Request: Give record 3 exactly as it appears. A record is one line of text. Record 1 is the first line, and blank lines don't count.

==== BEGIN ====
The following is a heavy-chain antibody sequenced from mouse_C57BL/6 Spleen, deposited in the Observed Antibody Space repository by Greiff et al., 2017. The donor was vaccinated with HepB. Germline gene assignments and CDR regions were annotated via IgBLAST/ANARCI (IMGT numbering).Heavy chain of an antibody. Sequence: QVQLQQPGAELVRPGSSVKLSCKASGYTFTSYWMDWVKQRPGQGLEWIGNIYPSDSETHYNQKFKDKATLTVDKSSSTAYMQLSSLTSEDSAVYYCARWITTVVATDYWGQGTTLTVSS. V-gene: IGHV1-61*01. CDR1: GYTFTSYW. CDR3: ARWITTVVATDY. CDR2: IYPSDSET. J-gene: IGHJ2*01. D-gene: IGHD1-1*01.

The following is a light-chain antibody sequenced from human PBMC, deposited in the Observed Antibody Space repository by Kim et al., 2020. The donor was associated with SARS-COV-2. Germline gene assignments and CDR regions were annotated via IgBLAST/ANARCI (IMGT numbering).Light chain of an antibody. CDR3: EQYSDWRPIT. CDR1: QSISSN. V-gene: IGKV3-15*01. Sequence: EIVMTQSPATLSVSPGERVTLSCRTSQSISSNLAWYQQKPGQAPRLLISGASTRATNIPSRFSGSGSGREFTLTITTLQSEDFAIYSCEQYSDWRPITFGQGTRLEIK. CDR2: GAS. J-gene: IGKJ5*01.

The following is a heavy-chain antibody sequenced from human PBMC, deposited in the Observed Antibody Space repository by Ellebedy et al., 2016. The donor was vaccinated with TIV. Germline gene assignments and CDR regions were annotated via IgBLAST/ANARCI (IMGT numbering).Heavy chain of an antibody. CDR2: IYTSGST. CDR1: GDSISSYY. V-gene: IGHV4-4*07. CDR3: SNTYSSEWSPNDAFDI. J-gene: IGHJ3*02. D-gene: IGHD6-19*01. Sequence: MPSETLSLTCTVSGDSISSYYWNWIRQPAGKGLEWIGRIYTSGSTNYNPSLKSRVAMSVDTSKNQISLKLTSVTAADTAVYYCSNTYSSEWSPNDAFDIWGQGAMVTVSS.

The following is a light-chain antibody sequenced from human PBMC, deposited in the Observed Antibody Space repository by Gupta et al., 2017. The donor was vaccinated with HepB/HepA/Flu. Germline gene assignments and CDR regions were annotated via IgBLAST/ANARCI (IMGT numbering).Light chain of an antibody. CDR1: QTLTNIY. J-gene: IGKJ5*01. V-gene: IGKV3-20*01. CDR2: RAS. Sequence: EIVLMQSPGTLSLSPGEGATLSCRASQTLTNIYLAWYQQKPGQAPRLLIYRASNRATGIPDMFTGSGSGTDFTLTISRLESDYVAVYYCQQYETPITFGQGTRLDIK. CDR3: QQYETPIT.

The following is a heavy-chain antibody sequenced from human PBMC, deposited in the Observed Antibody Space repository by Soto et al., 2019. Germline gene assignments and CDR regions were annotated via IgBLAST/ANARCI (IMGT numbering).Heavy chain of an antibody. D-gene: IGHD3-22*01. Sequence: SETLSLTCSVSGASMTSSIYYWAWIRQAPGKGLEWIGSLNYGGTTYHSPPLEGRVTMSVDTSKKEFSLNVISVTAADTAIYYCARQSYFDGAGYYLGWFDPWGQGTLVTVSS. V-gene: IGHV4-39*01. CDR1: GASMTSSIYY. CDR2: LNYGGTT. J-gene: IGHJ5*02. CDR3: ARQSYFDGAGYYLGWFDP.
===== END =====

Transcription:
The following is a heavy-chain antibody sequenced from human PBMC, deposited in the Observed Antibody Space repository by Ellebedy et al., 2016. The donor was vaccinated with TIV. Germline gene assignments and CDR regions were annotated via IgBLAST/ANARCI (IMGT numbering).Heavy chain of an antibody. CDR2: IYTSGST. CDR1: GDSISSYY. V-gene: IGHV4-4*07. CDR3: SNTYSSEWSPNDAFDI. J-gene: IGHJ3*02. D-gene: IGHD6-19*01. Sequence: MPSETLSLTCTVSGDSISSYYWNWIRQPAGKGLEWIGRIYTSGSTNYNPSLKSRVAMSVDTSKNQISLKLTSVTAADTAVYYCSNTYSSEWSPNDAFDIWGQGAMVTVSS.